And so it is that we must confront the fundamentally schizophrenic nature of human life. On the one (human) hand, the total human population is like a massive mindless machine forced by the collected motions of its parts in directions and with consequences utterly beyond the capacities of its parts to comprehend or control. Yet on the other, within selected domains of the machine, individuals and communities can direct the patterns and experiences of their daily lives on time scales that give the clear impression of personal prerogative.
It is not necessary to be a Zen Buddhist to rationalize this chasm of difference, but it helps. The Buddhist doesn’t ask why one should keep on doing “the right thing” in the face of its apparent uselessness – it is simply a matter of the spirit of the Buddha to do the right thing, defined by the 8-fold path and other principles. It is understood that life is suffering, that mass action is irrational and destructive, but so what: living correctly is not to be rejected just because the world is madness, rather it is the only possible answer to the madness (though, obviously, not the only response!).
Of course, it is not necessary to be Buddhist (to be Buddha, to be of the species), but is necessary to have some method to decide the “right things.” And it is important to not be confused to the point of paralysis by the schizophrenia of human life.
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Somehow we (some of ‘we’) must bring together the conditions of the first paragraph and the analysis that follows; this is a bit like realizing that as you are sitting quietly reading you are also, if you are at 36º latitude, traveling about 900 miles per hour in an easterly direction. All of ‘we’ are no longer allowed the “sitting quietly” paradigm – space travel, as metaphor, in some form or other has been thrust upon us all and we disparately need to come to a comprehension of its forces and motions.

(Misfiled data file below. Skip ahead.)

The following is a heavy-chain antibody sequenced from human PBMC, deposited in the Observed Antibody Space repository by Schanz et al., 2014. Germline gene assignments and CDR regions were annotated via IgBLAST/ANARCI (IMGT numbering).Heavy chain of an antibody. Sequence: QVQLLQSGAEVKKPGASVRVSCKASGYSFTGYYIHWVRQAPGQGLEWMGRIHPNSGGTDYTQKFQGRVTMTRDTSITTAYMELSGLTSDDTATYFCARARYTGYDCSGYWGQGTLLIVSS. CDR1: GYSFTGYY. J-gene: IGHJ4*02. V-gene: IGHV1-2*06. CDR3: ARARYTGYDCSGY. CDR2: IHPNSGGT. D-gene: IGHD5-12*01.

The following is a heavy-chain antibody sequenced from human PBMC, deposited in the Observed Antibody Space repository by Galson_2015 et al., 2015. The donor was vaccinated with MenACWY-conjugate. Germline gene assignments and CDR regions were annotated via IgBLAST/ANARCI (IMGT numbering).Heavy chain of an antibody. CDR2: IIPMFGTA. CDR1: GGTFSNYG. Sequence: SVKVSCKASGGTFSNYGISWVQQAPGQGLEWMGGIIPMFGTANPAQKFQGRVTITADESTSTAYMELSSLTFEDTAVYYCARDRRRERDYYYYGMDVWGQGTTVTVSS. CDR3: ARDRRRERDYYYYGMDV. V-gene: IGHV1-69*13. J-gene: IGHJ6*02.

Why is this so? Because nothing alive is prepared for the mystery of life and nothing sentient is prepared for the mystery of sentience. If an earthworm had to respond to life’s mysteries it would be in as hopeless a position as humans as we try to deal with the consequences of the incredible expansion of our powers through the machinations of consciousness. Just as the wise advice to give to the worm would be to simply be a worm, it seems almost the only advice that can be given to the human; yet we have passed that possibility.
If we look back at the opening paragraph, and severely limit our wishful thinking, it should be clear that the processes of the last few hundred years have produced a moment in which a tiny few humans have found themselves in possession of powers never before possible on the face of the earth. These powers, having hardened a sense of superiority and privilege into an unbreachable fortification, and guided by the opportunities of globalization and the corruption of, especially, the American Empire, are presently driving the massive mindless human machine toward a new iteration of an old idea: absolute domination of the earth, uninhibited by biophysical reality; the aberrant ape gone wild.
 It is not that Malthus, Ehrlich and others are wrong, it is rather that they have not yet been shown to be right. That a short period in which food production has been carried, on the back of technological discovery, to exponential growth to match population growth doesn’t reject the most basic recognitions; it only defines the conditions under which immediate consequences can be avoided for a time. And the conditions for avoiding limits have increasingly been concentrated among half of the earth’s population while the other half is left to wallow in greater and greater states of deprivation. It is obvious that those with the luxury to plan are preparing for a future of reduced capacity of the earth to meet human needs -- with all the terrible implications of that simple statement.